For the upcoming television series “The Assassination of Gianni Versace: American Crime Story,” executive producer/director Ryan Murphy (“American Horror Story,” “Feud: Bette and Joan,” “The People vs. O.J. Simpson”) has set out to tell the story of Andrew Cunanan, the spree-killing sociopath who murdered the late fashion designer on the steps of his mansion 20 years ago.
“I think the thing about ‘American Crime Story’ is that we’re not just doing sort of a crime,” Murphy said at the Television Critics Press Tour. “We’re trying to talk about a crime within a social idea. And this was always interesting to us because the idea was that Versace, who was [Cunanan’s] last victim, really did not have to die.”
What gets discussed in the series is homophobia—which Murphy notes, was how Cunanan was able to successfully make his way across the U.S. and kill these victims, many of whom were gay.
“Homophobia, particularly within the various police organizations that refused in Miami to put up ‘wanted’ posters, even though they knew that Andrew Cunanan had probably committed many of these murders and was probably headed that way, all of which we deal with in the show. I thought that that was a really interesting thing to examine, to look at again, particularly with the president we have and the world that we live in.”
The series is based on a book by Maureen Orth, called “Vulgar Favors,” which indicated that Cunanan had HIV, though publicly, this was disputed by the family.
About that time period and the stigma surrounding HIV, Murphy said: “You could literally lose your business, lose everything that you had. You could be fired. This company that Versace had was about to go public, and he was terrified of anything coming out negative about his personal life. We delve into that in the show.
Murphy continued: “It was a huge thing to announce that [Versace] was gay and out of the closet, which he did in an interview. So all of that has a ripple effect…the Versaces will like some of what we do, and some of it they will be uncomfortable about….I don’t think there should be any stigma or shame attached to HIV at all…And I think there really was, and we address that head on.”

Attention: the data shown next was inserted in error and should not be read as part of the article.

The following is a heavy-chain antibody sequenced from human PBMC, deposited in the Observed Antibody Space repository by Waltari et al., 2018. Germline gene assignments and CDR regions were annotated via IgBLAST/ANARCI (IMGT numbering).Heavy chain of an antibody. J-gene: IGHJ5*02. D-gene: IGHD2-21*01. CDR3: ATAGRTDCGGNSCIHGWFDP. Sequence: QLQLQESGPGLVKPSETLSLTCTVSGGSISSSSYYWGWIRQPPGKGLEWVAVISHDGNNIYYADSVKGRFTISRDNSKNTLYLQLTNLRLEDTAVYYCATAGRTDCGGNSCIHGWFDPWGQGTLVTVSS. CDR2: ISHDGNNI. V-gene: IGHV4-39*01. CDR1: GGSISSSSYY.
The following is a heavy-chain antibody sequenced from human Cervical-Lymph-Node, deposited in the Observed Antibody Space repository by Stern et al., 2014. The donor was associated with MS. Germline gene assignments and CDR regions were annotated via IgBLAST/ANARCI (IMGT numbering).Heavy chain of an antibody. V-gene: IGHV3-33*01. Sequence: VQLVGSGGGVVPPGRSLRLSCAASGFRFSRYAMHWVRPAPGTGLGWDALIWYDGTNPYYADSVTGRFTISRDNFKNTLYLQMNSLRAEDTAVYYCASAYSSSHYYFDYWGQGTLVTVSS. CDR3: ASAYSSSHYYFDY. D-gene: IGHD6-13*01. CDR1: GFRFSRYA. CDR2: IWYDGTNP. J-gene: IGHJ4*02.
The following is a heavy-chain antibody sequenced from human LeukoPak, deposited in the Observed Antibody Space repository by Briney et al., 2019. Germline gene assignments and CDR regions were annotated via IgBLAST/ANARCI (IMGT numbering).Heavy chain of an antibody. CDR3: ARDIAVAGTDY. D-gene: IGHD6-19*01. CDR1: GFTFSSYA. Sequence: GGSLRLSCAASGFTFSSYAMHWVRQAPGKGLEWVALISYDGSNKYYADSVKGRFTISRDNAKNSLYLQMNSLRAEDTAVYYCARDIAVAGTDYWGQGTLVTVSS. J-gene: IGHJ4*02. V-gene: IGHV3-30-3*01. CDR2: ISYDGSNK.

With period pieces like “Versace” and the Emmy nominated, “Feud,” which profiles the behind-the-scenes rivalry of Bette Davis and Joan Crawford on the set of “Whatever Happened to Baby Jane,” Murphy feels “obligated” to be accurate with all the details.
To that end, FX recreated the former Miami home of the late fashion designer, which has since been turned into a $1,000+ a night hotel. Earlier this year, the cast—Ricky Martin, who plays Antonio D’Amico, Versace’s longtime partner, Penelope Cruz, (Donatella, Versace’s sister) Darren Criss (Cunanan) and Edgar Ramirez—went on location; Versace’s bedroom and closets that he personally created will be among the scenes in the film.
“We were lucky enough to be able to get inside there and film in that…It was really an amazing opportunity to be able to go in there. We did a tremendous amount of research, down to the backpack that Cunanan had, and what was his shoelace like. And that, to me, is one of the joys of the work, to really get it right. I think we did get it right with this show, because we cared. We wanted to do honor to him.”
While Versace’s former lover, Antonio, initially expressed concern about the series, Murphy indicated that he has had a change of heart.
“Ricky [Martin] spoke to him today, and he was very great and excited to talk to Ricky. My point of view about that is I think it’s very hard to judge anything that you’re watching based on a paparazzi photograph, which is apparently what his judgment was about. And I think when you’re doing a show like this, or a show like ‘O.J.,’ you’re not doing a documentary. You’re doing a docudrama. So there’s always certain things you take liberty with, particularly, and the movement of wanting to move toward something emotional, at least for me.”
In the series, Edgar Ramirez plays Versace, a complicated character that changed the world of fashion.
“For the first time, [Versace] combined sexiness and glamour and opulence, like no one has ever done before…. He could see the sexiness of the ’70s, and then all the opulence of the ’80s, and he sensed that in the ’90s. He combined it, and everybody went crazy,” Ramirez noted.
He added: “It’s very interesting how the story captures not only a very dramatic, amazing story that needs to be told, but how it captures the spirit of the time. It’s something that also has a lot to do with Ryan’s work. And I’m a huge fan of that—movies, products, content that not also tell compelling stories, but also capture the zeitgeist and the spirit of the time that speak about greater subjects going on in society.”